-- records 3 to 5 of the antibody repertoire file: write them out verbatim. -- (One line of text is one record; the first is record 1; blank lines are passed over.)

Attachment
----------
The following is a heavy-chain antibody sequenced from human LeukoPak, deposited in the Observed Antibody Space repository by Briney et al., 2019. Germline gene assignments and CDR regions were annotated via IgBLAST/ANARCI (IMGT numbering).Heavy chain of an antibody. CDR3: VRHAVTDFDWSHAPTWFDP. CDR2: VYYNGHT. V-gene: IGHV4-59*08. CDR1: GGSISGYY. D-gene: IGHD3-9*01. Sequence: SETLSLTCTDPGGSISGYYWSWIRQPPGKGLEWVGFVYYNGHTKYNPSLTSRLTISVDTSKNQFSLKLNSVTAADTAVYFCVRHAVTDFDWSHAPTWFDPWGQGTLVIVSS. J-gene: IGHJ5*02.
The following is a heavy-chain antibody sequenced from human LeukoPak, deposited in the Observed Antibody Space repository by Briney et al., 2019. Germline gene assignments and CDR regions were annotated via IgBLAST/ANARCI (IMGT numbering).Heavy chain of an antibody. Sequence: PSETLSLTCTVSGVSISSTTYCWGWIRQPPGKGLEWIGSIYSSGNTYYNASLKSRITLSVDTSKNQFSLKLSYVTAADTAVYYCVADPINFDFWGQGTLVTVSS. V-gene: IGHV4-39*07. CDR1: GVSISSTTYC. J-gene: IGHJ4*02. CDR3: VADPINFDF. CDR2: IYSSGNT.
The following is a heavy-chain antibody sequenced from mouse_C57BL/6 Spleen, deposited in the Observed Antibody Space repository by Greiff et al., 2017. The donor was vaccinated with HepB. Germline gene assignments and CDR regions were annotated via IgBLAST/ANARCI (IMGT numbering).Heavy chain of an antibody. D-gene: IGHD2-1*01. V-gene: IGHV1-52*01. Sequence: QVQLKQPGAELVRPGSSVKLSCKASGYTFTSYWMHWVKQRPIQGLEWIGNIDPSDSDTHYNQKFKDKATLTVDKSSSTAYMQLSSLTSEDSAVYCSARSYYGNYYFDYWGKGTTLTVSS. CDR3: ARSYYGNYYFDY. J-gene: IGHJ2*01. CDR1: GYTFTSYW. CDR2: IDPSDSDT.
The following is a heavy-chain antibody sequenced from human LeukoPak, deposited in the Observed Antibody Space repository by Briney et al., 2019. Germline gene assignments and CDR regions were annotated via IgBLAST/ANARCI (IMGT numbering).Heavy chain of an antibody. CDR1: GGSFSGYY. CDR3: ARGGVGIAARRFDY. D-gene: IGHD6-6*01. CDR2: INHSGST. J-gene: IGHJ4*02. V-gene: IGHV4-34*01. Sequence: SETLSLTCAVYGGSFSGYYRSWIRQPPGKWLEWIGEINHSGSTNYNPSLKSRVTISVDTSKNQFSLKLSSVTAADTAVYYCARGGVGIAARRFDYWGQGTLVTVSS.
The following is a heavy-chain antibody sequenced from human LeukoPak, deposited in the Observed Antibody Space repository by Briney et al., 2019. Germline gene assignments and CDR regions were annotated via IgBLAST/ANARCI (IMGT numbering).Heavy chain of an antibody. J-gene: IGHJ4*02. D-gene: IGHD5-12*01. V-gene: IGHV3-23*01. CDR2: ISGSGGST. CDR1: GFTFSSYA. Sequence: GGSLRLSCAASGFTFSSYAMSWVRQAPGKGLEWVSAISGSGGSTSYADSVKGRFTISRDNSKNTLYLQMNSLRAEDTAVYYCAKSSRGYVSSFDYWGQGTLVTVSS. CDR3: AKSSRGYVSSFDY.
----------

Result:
The following is a heavy-chain antibody sequenced from mouse_C57BL/6 Spleen, deposited in the Observed Antibody Space repository by Greiff et al., 2017. The donor was vaccinated with HepB. Germline gene assignments and CDR regions were annotated via IgBLAST/ANARCI (IMGT numbering).Heavy chain of an antibody. D-gene: IGHD2-1*01. V-gene: IGHV1-52*01. Sequence: QVQLKQPGAELVRPGSSVKLSCKASGYTFTSYWMHWVKQRPIQGLEWIGNIDPSDSDTHYNQKFKDKATLTVDKSSSTAYMQLSSLTSEDSAVYCSARSYYGNYYFDYWGKGTTLTVSS. CDR3: ARSYYGNYYFDY. J-gene: IGHJ2*01. CDR1: GYTFTSYW. CDR2: IDPSDSDT.
The following is a heavy-chain antibody sequenced from human LeukoPak, deposited in the Observed Antibody Space repository by Briney et al., 2019. Germline gene assignments and CDR regions were annotated via IgBLAST/ANARCI (IMGT numbering).Heavy chain of an antibody. CDR1: GGSFSGYY. CDR3: ARGGVGIAARRFDY. D-gene: IGHD6-6*01. CDR2: INHSGST. J-gene: IGHJ4*02. V-gene: IGHV4-34*01. Sequence: SETLSLTCAVYGGSFSGYYRSWIRQPPGKWLEWIGEINHSGSTNYNPSLKSRVTISVDTSKNQFSLKLSSVTAADTAVYYCARGGVGIAARRFDYWGQGTLVTVSS.
The following is a heavy-chain antibody sequenced from human LeukoPak, deposited in the Observed Antibody Space repository by Briney et al., 2019. Germline gene assignments and CDR regions were annotated via IgBLAST/ANARCI (IMGT numbering).Heavy chain of an antibody. J-gene: IGHJ4*02. D-gene: IGHD5-12*01. V-gene: IGHV3-23*01. CDR2: ISGSGGST. CDR1: GFTFSSYA. Sequence: GGSLRLSCAASGFTFSSYAMSWVRQAPGKGLEWVSAISGSGGSTSYADSVKGRFTISRDNSKNTLYLQMNSLRAEDTAVYYCAKSSRGYVSSFDYWGQGTLVTVSS. CDR3: AKSSRGYVSSFDY.